Vitamin B2Back to ingredients
Food source: Asparagus, artichokes, avocados, currants, fortified cereals, lima beans, navy beans, peas, molasses, mushrooms, almonds, parsley, pumpkins, sage, sweet potatoes cruciferous vegetables (broccoli, Brussels sprouts, spinach, watercress) and whole grain breads. Also in fish, beef, poultry, dairy products and eggs.
Benefits of Vitamin B2
- Healthy eyes
- Gut health
What is Vitamin B2?
Vitamin B2 is an antioxidant, a compound that keeps the number of unstable molecules (known as ‘free radicals) at a healthy level in the body. These molecules are naturally occurring, but an imbalance can cause inflammation and is associated with a number of diseases. Free radical ‘scavengers’ like Vitamin B2 regulate the levels of these molecules and maintain the health of a range of bodily systems.
One area that is vulnerable to the damage of excess free radicals and inflammation is your eyes. Vitamin B2 reduces oxidative stress (the condition of having too many free radicals) which can cause damage to cells in the body, including those in the eyes - helping to maintain normal vision and may play a role in healing corneal damages. Learn more about the ‘7 key nutrients to support your eye health’ and ‘Tips for better eye health’.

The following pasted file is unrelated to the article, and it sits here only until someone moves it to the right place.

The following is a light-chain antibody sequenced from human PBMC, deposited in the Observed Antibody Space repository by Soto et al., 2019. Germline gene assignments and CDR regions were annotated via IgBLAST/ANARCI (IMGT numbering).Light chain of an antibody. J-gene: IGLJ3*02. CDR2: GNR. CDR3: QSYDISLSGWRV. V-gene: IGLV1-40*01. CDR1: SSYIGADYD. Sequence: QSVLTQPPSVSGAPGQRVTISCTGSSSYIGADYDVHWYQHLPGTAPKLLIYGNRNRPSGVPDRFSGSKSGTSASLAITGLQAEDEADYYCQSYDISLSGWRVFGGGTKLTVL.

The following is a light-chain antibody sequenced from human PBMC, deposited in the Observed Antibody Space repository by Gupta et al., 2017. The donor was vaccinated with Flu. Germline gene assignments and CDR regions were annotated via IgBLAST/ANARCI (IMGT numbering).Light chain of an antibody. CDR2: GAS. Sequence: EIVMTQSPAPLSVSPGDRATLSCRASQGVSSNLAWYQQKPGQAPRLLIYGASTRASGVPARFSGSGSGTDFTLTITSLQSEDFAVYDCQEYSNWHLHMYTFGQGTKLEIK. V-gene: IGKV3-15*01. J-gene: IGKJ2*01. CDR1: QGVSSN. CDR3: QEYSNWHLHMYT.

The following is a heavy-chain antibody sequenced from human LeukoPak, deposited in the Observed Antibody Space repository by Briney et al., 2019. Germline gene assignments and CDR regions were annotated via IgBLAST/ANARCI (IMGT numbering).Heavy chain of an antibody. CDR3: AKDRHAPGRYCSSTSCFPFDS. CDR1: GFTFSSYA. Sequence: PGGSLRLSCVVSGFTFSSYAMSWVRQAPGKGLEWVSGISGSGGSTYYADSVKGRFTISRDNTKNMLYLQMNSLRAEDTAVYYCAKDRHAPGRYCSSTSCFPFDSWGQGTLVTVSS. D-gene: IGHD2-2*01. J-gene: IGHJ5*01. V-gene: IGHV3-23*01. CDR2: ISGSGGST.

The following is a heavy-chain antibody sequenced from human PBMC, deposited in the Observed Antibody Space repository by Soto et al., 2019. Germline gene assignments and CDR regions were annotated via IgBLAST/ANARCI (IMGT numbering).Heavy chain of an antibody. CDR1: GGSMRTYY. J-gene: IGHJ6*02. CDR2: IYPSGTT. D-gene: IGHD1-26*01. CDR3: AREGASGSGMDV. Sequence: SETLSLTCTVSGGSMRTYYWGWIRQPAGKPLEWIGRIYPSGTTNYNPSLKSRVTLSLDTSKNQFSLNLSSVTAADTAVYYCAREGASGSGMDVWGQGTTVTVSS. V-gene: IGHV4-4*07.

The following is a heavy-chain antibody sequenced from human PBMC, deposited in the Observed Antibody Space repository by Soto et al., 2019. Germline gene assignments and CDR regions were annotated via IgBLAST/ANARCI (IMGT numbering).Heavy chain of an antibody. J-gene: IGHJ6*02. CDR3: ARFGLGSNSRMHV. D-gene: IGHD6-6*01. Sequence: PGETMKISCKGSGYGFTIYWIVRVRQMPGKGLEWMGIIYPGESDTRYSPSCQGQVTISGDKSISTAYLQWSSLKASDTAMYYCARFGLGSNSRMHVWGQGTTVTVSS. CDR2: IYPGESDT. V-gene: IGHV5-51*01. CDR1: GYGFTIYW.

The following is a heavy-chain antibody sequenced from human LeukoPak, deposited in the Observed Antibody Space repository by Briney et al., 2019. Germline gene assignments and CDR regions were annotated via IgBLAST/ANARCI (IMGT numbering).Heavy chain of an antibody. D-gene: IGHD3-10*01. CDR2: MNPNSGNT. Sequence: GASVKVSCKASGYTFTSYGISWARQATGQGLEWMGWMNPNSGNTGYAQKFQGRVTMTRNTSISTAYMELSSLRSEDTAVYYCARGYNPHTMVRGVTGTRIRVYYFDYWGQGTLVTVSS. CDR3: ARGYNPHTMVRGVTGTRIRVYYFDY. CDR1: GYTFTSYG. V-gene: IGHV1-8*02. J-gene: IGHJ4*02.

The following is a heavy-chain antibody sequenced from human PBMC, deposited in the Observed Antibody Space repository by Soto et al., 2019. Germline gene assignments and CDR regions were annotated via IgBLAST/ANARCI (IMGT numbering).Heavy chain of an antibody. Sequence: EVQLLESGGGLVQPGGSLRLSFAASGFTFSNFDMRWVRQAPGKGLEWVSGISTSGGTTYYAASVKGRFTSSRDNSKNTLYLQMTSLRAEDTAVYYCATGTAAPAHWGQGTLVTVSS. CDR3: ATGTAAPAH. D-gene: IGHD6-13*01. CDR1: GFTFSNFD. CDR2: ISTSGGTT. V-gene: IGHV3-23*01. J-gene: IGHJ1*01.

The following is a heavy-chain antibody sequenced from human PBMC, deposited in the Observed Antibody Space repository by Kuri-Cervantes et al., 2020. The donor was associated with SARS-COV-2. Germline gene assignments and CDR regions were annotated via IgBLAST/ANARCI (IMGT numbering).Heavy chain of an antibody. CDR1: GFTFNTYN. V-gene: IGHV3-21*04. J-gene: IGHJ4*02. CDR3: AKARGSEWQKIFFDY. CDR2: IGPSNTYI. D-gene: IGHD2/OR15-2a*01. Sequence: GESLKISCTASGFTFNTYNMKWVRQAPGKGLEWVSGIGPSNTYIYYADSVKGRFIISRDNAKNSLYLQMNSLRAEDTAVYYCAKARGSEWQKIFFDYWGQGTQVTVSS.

Vitamin B2 is also important for the conversion of the food we eat into energy that we can use, so it contributes to the reduction of tiredness and fatigue. This makes Vitamin B2 important for conditions that can lead to a lack of energy and is a key nutrient in UltraEnergy, our high strength B Vitamin complex. Vitamin B2 is particularly relevant for the metabolism of iron, an essential mineral in making red blood cells (link to Iron page). Studies have indicated that this is because of the role it plays in the maintenance of our gut microbiome - the living ecosystem within our gut that includes good bacteria and plays an important role in digestive, cardiovascular and brain health.